Throughout the year, students are encouraged to reflect on how all of their experiences shape their understanding of the world, and then communicate what they have learned clearly and thoroughly. The lines between experience, reflection, and communication are permeable and blurred, but the following diagram provides context for how all of the parts of the program are related.
What do we really need? Students explore this essential question by experiencing what it takes to meet their basic needs. Activities in this realm include building fires to stay warm, growing food in the garden, and making things from raw materials.
Students are encouraged to spend time each day alone developing their own personal relationships with nature. During this time, students might visit a “sit spot” where they make observations in a journal, create artwork, or otherwise just be in the woods.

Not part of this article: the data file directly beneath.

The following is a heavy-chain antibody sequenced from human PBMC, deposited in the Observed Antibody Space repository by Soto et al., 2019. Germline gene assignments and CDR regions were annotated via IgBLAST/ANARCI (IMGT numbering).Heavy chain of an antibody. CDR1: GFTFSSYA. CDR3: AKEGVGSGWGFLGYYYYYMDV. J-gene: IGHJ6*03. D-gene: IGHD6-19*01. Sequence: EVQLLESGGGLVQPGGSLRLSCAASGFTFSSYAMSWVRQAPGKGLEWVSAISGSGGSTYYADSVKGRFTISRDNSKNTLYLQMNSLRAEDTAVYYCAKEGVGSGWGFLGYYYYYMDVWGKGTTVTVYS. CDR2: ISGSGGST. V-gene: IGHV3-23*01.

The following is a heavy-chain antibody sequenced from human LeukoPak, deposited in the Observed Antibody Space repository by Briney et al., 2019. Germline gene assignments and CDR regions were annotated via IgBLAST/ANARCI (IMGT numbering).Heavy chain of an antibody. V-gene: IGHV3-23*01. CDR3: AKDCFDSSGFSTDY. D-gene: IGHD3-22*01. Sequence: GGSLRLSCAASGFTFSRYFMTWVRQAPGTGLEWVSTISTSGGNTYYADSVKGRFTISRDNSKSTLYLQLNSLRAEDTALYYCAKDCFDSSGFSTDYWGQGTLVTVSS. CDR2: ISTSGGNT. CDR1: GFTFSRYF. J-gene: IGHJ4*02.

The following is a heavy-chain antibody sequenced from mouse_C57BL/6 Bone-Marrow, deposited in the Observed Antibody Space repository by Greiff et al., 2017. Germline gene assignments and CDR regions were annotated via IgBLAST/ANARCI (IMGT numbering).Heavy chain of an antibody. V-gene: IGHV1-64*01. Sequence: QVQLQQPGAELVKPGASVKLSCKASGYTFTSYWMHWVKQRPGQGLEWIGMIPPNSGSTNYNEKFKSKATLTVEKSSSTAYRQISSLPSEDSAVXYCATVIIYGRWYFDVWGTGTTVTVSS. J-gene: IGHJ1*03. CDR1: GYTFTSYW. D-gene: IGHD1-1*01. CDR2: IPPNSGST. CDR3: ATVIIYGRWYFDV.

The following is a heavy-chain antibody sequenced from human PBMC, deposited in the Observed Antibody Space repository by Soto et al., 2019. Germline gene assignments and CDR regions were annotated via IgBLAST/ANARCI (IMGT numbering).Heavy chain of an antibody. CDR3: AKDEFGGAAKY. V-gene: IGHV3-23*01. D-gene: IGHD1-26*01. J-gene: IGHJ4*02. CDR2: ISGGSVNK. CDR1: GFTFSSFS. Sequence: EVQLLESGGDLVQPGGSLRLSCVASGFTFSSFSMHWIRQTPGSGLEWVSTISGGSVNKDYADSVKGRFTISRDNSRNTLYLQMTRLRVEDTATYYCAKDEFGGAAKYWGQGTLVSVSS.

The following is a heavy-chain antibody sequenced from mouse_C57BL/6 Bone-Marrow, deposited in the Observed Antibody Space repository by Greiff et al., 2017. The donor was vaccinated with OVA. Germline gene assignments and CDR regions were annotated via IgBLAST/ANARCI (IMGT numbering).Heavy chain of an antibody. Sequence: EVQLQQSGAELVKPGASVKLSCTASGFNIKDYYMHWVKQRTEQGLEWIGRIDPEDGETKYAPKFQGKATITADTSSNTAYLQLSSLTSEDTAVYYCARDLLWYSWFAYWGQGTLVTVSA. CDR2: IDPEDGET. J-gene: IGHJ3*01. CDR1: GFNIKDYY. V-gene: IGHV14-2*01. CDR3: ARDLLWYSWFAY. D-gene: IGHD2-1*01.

Hiking & Exploring
Thoreau wrote, “An early morning walk is a blessing for the whole day.” Cumming Nature Center is made up of over 900 acres of forested land with dozens of miles of trails. Throughout the year, students explore the landscape by hiking, skiing, snowshoeing, climbing, and paddling across it.
Each day begins with a passage from Thoreau and a discussion around the campfire about how it relates to literature, philosophy, current events, history, or science. Through these dialogues, students construct a deeper understanding of themselves and their beliefs.